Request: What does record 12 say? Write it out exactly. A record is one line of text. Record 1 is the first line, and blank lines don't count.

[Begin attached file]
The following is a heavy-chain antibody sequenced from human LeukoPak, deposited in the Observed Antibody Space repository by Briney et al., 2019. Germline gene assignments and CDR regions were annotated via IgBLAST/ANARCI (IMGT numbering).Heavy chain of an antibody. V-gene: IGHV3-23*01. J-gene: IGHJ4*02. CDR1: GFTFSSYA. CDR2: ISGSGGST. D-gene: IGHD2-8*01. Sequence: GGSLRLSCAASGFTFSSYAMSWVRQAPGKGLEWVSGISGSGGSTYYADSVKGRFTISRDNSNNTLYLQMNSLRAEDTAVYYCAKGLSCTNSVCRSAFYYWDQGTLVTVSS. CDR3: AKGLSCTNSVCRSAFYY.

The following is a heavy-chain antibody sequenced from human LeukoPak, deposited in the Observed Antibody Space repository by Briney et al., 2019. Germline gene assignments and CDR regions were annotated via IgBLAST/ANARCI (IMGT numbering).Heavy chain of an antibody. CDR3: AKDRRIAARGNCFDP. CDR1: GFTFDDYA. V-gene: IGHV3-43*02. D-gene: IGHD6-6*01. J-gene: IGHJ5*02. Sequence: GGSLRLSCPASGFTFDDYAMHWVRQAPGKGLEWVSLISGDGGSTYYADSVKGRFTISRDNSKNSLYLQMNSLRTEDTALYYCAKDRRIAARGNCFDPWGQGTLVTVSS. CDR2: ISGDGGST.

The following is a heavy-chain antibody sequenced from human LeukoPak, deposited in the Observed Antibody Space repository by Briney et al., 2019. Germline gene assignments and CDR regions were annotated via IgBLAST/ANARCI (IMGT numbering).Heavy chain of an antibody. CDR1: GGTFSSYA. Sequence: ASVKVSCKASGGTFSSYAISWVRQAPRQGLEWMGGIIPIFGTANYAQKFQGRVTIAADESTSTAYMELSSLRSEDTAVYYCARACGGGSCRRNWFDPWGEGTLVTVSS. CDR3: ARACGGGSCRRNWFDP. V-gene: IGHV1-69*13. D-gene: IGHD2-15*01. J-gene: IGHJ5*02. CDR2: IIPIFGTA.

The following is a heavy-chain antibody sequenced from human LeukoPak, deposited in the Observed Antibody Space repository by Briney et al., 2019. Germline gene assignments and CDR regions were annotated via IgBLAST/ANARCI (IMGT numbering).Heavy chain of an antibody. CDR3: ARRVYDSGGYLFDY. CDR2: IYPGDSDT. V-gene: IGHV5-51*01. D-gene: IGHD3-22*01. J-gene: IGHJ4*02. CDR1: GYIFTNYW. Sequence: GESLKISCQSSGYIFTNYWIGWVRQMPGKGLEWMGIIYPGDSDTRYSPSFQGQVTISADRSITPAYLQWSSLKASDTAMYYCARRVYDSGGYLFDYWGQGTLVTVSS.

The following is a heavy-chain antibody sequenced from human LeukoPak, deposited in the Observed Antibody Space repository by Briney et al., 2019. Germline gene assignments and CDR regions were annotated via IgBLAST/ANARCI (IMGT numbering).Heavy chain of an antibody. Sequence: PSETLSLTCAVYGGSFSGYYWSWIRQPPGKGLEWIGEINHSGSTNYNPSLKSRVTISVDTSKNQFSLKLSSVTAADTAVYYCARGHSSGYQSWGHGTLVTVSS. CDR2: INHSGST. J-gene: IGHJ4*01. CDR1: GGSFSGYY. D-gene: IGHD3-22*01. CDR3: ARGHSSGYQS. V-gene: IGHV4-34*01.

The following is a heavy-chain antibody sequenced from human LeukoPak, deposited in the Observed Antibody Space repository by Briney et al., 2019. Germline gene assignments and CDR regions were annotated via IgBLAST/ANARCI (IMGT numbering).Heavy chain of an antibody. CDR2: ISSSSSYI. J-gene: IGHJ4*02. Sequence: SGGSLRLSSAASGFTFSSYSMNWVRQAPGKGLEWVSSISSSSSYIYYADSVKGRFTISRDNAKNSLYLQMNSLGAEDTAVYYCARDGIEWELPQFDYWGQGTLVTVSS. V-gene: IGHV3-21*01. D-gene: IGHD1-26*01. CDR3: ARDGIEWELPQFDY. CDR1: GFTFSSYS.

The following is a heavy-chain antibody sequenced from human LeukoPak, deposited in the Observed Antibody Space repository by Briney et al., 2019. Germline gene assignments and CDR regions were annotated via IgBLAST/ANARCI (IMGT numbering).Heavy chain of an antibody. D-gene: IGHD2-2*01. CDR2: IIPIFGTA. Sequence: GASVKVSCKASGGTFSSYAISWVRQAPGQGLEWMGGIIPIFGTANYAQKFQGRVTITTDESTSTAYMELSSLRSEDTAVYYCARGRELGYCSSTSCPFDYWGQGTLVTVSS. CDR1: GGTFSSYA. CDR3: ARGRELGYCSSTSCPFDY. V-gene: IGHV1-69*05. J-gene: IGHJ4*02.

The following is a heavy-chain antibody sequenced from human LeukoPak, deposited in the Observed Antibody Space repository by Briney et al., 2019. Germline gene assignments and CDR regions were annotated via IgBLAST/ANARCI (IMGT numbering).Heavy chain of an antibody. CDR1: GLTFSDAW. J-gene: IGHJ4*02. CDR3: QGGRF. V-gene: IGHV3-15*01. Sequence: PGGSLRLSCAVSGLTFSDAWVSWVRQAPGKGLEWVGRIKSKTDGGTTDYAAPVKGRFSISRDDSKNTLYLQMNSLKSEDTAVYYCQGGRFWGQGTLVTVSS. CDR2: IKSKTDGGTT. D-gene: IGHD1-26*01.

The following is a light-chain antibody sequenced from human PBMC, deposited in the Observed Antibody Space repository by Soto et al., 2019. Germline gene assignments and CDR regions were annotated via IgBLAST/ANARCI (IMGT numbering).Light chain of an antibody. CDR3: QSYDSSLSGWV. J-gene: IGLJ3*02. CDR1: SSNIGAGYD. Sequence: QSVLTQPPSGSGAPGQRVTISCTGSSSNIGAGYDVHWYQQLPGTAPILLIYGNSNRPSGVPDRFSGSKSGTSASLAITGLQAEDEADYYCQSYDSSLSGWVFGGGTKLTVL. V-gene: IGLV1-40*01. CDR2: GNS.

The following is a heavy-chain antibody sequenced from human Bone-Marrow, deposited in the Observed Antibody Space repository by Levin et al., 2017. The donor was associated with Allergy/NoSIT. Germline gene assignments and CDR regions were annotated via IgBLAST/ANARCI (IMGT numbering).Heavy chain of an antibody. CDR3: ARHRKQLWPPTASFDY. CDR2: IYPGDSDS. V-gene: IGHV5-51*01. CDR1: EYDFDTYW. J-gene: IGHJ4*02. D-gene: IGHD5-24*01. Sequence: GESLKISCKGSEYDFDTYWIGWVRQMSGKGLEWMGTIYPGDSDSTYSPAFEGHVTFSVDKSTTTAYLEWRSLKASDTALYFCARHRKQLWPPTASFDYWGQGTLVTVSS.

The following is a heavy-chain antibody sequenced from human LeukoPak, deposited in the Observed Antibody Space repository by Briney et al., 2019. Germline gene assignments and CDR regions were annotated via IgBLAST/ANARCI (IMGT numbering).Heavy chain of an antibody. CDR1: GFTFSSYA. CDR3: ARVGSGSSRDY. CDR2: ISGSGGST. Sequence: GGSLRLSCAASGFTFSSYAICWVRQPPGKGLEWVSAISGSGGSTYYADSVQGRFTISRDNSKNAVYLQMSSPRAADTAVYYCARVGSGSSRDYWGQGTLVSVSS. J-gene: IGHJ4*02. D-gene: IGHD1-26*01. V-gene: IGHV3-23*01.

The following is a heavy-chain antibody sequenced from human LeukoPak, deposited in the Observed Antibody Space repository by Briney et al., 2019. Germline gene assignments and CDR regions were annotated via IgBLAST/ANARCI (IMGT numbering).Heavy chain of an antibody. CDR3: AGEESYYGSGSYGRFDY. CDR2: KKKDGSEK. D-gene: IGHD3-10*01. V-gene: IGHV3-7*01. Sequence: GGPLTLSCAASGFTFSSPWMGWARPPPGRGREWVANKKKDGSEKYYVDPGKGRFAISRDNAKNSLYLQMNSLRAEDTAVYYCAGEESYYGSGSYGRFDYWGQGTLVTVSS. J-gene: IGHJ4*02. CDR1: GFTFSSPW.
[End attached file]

The following is a heavy-chain antibody sequenced from human LeukoPak, deposited in the Observed Antibody Space repository by Briney et al., 2019. Germline gene assignments and CDR regions were annotated via IgBLAST/ANARCI (IMGT numbering).Heavy chain of an antibody. CDR3: AGEESYYGSGSYGRFDY. CDR2: KKKDGSEK. D-gene: IGHD3-10*01. V-gene: IGHV3-7*01. Sequence: GGPLTLSCAASGFTFSSPWMGWARPPPGRGREWVANKKKDGSEKYYVDPGKGRFAISRDNAKNSLYLQMNSLRAEDTAVYYCAGEESYYGSGSYGRFDYWGQGTLVTVSS. J-gene: IGHJ4*02. CDR1: GFTFSSPW.